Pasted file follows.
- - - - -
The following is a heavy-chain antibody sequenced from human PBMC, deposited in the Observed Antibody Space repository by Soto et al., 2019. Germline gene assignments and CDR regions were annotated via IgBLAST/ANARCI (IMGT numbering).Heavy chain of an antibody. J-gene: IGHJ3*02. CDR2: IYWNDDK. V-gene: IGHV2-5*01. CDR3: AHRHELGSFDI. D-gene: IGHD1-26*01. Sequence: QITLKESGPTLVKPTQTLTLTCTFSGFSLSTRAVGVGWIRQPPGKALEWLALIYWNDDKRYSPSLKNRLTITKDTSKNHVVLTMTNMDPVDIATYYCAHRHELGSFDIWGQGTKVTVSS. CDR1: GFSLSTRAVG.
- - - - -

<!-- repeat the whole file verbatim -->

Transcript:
The following is a heavy-chain antibody sequenced from human PBMC, deposited in the Observed Antibody Space repository by Soto et al., 2019. Germline gene assignments and CDR regions were annotated via IgBLAST/ANARCI (IMGT numbering).Heavy chain of an antibody. J-gene: IGHJ3*02. CDR2: IYWNDDK. V-gene: IGHV2-5*01. CDR3: AHRHELGSFDI. D-gene: IGHD1-26*01. Sequence: QITLKESGPTLVKPTQTLTLTCTFSGFSLSTRAVGVGWIRQPPGKALEWLALIYWNDDKRYSPSLKNRLTITKDTSKNHVVLTMTNMDPVDIATYYCAHRHELGSFDIWGQGTKVTVSS. CDR1: GFSLSTRAVG.